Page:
Apr. 6: Humboldt Broncos tragedy
In rural Saskatchewan, 16 people aboard the Humboldt Broncos junior hockey team’s bus were killed and another 13 were injured after the bus collided with a transport truck. The majority of those killed were players on the team, along with the team’s coach, assistant coach, athletic therapist, bus driver and team announcer. Later in July, the RCMP charged the driver of the transport truck with 16 counts of dangerous operation of a motor vehicle.
In a nation known for its love of hockey, the tragedy struck a particular chord. People across the country placed hockey sticks outside their doors in remembrance. A GoFundMe campaign raised over $15 million for the families of those killed and the team in just 12 days, setting a national record.
Apr. 8: Syrian chemical attack
At least 70 people were killed in a chemical attack in the Syrian city of Douma, allegedly carried out by the Syrian army in the midst of the civil war in the country which has been going on since 2011. The conflict has killed more than 465,000 Syrians.
Apr. 18: Deadly protests in Nicaragua
Protests erupted in Nicaragua, the largest country in Central America, after President Ortega announced increases in social security taxes and cuts to services. At least 63 protestors, mainly students, were killed.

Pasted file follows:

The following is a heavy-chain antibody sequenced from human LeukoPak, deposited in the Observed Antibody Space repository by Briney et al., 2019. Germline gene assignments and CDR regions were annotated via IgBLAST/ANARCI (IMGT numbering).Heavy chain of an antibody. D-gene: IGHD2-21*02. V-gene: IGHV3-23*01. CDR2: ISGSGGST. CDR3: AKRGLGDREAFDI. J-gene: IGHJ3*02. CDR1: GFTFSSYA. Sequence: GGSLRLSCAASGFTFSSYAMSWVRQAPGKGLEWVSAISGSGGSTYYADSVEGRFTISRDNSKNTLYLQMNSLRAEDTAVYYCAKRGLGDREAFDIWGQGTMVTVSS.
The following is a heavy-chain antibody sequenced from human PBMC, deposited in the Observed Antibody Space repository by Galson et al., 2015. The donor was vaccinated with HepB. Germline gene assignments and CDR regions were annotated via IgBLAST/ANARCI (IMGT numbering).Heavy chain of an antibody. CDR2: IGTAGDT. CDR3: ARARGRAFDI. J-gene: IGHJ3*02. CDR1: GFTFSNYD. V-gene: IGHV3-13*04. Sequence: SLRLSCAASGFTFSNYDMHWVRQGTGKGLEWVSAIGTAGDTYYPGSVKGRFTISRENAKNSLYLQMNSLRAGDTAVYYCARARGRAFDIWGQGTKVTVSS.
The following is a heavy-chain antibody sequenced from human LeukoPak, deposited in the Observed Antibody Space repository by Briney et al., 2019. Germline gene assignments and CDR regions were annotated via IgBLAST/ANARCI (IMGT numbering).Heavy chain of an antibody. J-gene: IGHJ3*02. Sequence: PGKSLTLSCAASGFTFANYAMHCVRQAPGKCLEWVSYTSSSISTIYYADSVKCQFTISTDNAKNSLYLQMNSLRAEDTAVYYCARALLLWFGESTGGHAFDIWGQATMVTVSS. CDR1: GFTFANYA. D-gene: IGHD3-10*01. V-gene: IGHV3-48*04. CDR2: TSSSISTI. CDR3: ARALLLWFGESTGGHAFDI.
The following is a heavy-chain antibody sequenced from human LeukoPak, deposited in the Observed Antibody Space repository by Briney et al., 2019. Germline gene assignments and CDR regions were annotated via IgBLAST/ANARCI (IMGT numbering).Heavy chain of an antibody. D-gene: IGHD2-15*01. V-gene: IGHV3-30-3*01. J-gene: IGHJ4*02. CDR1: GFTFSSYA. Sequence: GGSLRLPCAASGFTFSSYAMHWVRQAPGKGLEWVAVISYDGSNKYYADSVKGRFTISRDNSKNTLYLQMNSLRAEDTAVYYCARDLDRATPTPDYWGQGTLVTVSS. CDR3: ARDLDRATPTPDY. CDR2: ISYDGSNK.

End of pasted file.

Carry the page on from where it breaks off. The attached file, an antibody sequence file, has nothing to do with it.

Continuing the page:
Apr. 23: Toronto van attack
Ten people were killed, mainly women, and another 16 were injured after a man intentionally drove a van into pedestrians in downtown Toronto, largely on Yonge Street, making it the deadliest vehicle-ramming attack in Canadian history. The van came to a stop after roughly 2.2 kilometres, where Ken Lam, Toronto police constable, was hailed as a hero for arresting the suspect without using lethal force.
In later investigations into the suspect’s motives, it was discovered that he was linked to the ‘incel’ community, which is short for involuntary celibacy, a term adopted by misogynists who blame women for their inability to find sexual partners.
Apr. 27: Kim Jong-un crosses divide to South Korea
Kim Jong-un, leader of North Korea, made history by crossing the military line into South Korea that divides the two countries, for the first time since it was first drawn at the end of the Korean War in 1953. Jong-un’s crossing was seen as a major step towards peace between the two countries and South Korea’s ally, the U.S., who some believed were on the brink of nuclear war in 2017.
May 19: Royal wedding
British Prince Harry and American actress Meghan Markle married in England, with around 1.9 billion tuning in for the ceremony.
June 3: Guatemalan volcanic eruption
An estimated 109 people died after the Fuego volcano erupted in Guatemala.
June 18: Report reveals extent of opioid epidemic in Canada